Even though today is a fry-an-egg-on-the-sidewalk, steamy day in Chicago we wanted to be outdoors. Before noon, handsome hunk (HH) and I packed the backpack with a blanket, our Crazy Creek chairs that have been so convenient and comfortable to take to concerts and picnics during the past ten years, a thermos filled with ice tea, a crossword puzzle and the Sunday papers and headed out. Our destination? Olive Park on Lake Michigan near Navy Pier. Thank goodness for the slight relief of a cooling breeze as we wound our way through the city streets to the lakefront.

12240948-1Olive Park is on a little peninsula that allowed us with just a slight swivel of our heads to look back at the cityscape and beach and out at the lake dotted with sailboats and cruisers. We spread the blanket under a tree, read for a while and watched the young teens flirt by splashing each other in the water—remember those exciting days of burgeoning sexuality?! We drifted into a conversation about summers when we were kids. I think the conversation kicked off when HH wondered aloud about the “whys” of today’s obesity epidemic.

During my grade school years, my family lived on a suburban street lined with new brick homes that contained tons of kids the ages of my sister, brother and me. Summer days were spent running up and down the sidewalks, playing hopscotch, jumping rope, swimming in plastic pools in the backyard, riding bikes, vacation bible school, cooking out, playing house in makeshift tents, catching pollywogs and bees in glass jars and going camping.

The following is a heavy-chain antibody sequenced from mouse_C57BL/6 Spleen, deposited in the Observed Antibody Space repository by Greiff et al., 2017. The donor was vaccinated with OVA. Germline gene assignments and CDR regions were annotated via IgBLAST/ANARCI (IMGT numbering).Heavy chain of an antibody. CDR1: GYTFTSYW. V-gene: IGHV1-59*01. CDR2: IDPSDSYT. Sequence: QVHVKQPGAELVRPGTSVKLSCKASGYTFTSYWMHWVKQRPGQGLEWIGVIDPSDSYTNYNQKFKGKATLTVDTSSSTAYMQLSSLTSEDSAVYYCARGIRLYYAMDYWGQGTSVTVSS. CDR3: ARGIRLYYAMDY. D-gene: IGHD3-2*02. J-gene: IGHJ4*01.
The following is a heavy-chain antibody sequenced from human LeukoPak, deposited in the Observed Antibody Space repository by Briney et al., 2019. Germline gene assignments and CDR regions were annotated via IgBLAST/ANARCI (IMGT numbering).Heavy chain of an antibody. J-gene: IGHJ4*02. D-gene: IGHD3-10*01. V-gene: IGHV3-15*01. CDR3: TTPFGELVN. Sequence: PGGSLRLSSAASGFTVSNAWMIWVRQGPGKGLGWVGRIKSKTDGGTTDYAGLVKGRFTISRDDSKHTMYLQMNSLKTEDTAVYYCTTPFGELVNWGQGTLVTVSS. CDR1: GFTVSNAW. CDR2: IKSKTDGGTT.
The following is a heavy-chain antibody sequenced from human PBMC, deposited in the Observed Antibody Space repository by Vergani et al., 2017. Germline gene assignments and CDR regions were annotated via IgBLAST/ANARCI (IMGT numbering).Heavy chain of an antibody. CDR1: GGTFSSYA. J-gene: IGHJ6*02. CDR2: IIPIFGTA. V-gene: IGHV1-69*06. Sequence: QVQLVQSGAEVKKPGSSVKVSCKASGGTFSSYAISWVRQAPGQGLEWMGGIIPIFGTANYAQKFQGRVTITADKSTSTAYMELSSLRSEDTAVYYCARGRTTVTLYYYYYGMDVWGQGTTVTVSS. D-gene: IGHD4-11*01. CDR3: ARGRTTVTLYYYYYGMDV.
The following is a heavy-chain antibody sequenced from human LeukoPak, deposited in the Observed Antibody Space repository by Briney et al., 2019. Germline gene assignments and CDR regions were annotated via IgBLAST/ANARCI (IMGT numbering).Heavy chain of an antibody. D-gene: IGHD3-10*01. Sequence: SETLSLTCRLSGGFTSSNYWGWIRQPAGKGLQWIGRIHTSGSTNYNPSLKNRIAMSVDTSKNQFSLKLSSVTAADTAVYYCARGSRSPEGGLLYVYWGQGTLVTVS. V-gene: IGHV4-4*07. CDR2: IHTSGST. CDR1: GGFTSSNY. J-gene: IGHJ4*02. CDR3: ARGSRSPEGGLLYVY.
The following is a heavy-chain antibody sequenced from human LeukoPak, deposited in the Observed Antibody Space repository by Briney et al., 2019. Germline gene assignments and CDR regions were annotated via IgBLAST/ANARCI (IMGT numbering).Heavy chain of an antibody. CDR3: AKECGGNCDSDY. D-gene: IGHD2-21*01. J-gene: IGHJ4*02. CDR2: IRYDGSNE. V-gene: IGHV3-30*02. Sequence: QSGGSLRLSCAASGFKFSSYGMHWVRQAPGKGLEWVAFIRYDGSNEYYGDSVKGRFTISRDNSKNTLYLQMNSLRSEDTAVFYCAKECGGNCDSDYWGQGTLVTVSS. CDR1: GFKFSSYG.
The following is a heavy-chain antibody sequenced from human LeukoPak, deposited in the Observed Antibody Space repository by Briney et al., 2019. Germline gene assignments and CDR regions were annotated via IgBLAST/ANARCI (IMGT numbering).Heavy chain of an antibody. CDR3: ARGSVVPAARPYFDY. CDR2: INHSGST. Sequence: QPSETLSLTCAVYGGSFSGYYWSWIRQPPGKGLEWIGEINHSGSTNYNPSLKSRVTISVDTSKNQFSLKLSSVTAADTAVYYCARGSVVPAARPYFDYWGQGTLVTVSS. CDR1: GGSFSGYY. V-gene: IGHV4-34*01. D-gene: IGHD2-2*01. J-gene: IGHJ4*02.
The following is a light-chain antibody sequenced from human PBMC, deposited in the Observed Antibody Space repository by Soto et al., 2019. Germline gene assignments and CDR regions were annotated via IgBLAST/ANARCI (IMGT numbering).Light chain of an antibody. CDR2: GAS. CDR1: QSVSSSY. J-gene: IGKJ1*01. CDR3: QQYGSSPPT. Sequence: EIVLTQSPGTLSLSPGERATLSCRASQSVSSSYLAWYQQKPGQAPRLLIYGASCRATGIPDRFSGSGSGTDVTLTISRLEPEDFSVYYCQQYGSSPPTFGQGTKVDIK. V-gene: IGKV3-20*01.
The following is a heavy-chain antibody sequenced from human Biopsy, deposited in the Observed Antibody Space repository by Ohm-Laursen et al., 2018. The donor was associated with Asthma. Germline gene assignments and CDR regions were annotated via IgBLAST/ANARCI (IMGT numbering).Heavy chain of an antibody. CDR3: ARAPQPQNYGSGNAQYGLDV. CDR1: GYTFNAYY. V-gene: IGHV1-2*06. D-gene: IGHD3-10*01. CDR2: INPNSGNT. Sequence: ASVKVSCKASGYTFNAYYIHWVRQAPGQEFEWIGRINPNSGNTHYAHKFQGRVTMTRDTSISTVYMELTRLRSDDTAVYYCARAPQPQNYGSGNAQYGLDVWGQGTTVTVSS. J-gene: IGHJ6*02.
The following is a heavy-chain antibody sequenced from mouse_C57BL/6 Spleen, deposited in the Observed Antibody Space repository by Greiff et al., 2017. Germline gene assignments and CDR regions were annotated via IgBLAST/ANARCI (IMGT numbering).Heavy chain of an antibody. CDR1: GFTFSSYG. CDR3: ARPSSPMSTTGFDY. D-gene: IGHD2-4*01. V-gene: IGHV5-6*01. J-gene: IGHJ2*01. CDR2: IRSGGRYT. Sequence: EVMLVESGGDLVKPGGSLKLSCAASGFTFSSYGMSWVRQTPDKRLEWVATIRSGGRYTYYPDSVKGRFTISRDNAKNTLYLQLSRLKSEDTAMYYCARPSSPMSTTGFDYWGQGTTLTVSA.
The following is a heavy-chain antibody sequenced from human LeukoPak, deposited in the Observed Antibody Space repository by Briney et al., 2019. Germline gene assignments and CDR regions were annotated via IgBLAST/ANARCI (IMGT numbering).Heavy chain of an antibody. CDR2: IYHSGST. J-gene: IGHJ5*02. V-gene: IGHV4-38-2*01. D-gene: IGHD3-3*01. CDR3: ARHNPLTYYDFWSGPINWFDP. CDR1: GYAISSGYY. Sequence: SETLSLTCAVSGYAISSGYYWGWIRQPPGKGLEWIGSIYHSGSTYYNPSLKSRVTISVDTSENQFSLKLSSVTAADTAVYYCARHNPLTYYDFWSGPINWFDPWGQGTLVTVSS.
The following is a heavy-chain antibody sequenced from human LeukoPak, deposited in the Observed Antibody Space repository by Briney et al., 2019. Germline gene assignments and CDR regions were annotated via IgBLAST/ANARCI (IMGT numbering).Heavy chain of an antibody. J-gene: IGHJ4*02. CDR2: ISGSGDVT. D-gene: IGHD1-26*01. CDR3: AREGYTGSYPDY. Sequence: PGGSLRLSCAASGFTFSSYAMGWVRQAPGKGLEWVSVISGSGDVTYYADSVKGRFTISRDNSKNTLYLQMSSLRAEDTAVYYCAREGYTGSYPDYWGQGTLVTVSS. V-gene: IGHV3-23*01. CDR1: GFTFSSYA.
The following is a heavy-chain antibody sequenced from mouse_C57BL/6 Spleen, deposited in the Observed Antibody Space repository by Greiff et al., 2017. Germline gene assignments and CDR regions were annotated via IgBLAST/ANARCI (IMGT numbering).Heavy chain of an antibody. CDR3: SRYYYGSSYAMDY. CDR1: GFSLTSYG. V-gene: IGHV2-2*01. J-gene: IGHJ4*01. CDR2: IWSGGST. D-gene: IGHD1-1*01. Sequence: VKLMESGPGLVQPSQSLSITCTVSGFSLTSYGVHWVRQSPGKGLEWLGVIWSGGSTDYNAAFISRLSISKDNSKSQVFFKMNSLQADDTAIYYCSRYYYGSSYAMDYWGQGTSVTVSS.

It was non-stop activity from our snap-crackle-and-pop breakfasts to the evening chimes of the Good Humor truck. Stubbed toes and sunburned noses were the badges of a great summer. We resented having to come in for one hour of quiet time during the heat of the day (something the mothers of the neighborhood conspired on) and to eat dinner.

As I write this, I realize that my Mom must have been indoors on these summer days, cleaning, washing, ironing and preparing meals, and my Dad was off at work in an office building that may not have been air conditioned at that time, while we were out having the times of our lives. Thanks Mom. Thanks Dad.

HH’s family transplanted themselves from Pennsylvania to their cottage in northern Michigan each summer with his Dad traveling back and forth as frequently as possible. HH’s days were spent swimming, sailing, riding his bike and hanging out with his summer friends.

It was fun to laze on our blanket and dredge up fond memories. It made us wonder. Is summer so different for kids today? Does the mix of air-conditioning, video games, working Moms, fear of kidnappings and other factors prevent the free-flowing, active childhoods we experienced in the 1950s and 60s that also kept us lean in our early years?